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A Guarantor May Not be a Guarantee

Posted by lauracook on February 24, 2017
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Over the past decade, landlords have increased their application requirements for tenants. This stringent screening stems from the fact that the landlord-tenant law in NYC typically favors the tenant when an eviction proceeding is leveled. Thus, landlords want tenants to show income of typically 40x the monthly rent and good credit. Applicants typically need to provide tax returns, bank statements, employment verification, and pay stubs to get an approval.

If the tenant doesn’t the income required and/or have good credit, often they are in need of a Guarantor. A Guarantor is an individual who co-signs the lease in order to secure it for the applicant. Here are some things renters need to know about securing an apartment using a guarantor:

* Guarantors need to submit all the same paperwork as the applicant as well as fill out an application to run credit/background. Also they often need to notarize a guarantor form or letter.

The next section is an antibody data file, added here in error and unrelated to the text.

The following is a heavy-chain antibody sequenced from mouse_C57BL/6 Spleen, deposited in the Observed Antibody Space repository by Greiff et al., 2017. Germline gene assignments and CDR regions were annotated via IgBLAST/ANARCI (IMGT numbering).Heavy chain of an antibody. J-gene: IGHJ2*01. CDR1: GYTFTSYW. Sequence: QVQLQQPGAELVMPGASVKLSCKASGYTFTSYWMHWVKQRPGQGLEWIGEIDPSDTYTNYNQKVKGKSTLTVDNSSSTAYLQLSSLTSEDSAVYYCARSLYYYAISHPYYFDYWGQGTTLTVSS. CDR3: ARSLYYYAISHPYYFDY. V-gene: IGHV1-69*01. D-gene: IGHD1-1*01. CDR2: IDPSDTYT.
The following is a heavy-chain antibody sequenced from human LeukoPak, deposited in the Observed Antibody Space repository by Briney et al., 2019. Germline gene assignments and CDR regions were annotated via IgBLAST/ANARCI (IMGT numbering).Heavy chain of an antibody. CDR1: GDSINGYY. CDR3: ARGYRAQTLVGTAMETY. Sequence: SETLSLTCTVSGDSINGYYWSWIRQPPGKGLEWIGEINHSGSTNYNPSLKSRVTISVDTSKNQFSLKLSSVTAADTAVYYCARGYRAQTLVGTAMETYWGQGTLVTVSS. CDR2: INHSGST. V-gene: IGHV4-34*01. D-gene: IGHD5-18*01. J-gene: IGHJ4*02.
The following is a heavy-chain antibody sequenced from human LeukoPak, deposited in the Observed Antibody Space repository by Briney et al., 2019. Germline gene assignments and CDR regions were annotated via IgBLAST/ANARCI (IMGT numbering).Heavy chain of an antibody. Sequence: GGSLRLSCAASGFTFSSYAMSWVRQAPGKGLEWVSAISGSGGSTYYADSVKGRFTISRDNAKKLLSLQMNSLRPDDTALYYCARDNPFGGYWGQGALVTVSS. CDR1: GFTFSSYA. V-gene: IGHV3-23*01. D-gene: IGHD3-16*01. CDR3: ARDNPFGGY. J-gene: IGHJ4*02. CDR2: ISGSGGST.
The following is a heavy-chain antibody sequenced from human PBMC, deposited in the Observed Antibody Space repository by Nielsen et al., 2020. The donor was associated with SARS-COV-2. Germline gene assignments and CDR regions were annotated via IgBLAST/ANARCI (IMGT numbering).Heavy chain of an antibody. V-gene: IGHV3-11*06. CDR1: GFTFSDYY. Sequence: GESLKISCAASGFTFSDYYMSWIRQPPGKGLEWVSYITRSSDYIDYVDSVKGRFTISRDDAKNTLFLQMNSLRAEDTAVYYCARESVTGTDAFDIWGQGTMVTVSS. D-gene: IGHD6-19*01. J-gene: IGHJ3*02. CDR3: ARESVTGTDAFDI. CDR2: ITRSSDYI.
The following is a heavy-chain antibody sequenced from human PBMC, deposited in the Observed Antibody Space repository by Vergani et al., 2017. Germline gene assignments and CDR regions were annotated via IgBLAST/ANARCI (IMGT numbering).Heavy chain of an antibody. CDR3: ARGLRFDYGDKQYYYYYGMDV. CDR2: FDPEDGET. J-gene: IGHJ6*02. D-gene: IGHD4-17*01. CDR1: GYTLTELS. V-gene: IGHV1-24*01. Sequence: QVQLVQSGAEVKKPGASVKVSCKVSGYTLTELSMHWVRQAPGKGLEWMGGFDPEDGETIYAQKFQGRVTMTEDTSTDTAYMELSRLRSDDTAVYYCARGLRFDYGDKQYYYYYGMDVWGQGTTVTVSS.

* Some landlords require in-state or tristate guarantors. This is because “it is much harder to pursue judgments from afar,” explains Jamie Heiberger, a lawyer who represents landlords (NY Times).

* For landlords who do take out of state guarantors, some will not take them from Florida, Texas, or Louisiana. This is because those are ‘homestead states.’ Homestead laws in those states protect residents by allowing them to register a portion of their property as “homestead,” making it off-limits to most creditors. This means that they are more protected if a landlord is coming after them for rents due.

* For those who do take guarantors from all 50 states, they need to show that they make 80-90x the monthly rent. Keep in mind that the average rent is around $3,000 in Manhattan, thus requiring a guarantor to show around $240,000 on income taxes.

So what can a renter do if they don’t meet the requirements or have a specific situation? As always, I advise that renters consult a real estate professional who knows the ins and outs of what each landlord requires. Those who work with rental apartments will know which landlords will be more lenient. Also, some landlords will allow, a company that acts as a guarantor (for a fee) in order to secure the lease. If you have other questions about the rental process in NYC, feel free to reach out at